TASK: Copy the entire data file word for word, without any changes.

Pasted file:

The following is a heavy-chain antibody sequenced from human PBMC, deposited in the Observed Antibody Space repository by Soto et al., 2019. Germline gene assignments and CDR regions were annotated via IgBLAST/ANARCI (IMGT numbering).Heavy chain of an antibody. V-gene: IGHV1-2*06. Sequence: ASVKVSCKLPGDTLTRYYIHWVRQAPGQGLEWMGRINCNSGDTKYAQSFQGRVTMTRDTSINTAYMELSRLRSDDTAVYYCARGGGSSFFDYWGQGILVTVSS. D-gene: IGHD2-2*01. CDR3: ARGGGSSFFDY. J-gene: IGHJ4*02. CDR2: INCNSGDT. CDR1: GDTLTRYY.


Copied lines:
The following is a heavy-chain antibody sequenced from human PBMC, deposited in the Observed Antibody Space repository by Soto et al., 2019. Germline gene assignments and CDR regions were annotated via IgBLAST/ANARCI (IMGT numbering).Heavy chain of an antibody. V-gene: IGHV1-2*06. Sequence: ASVKVSCKLPGDTLTRYYIHWVRQAPGQGLEWMGRINCNSGDTKYAQSFQGRVTMTRDTSINTAYMELSRLRSDDTAVYYCARGGGSSFFDYWGQGILVTVSS. D-gene: IGHD2-2*01. CDR3: ARGGGSSFFDY. J-gene: IGHJ4*02. CDR2: INCNSGDT. CDR1: GDTLTRYY.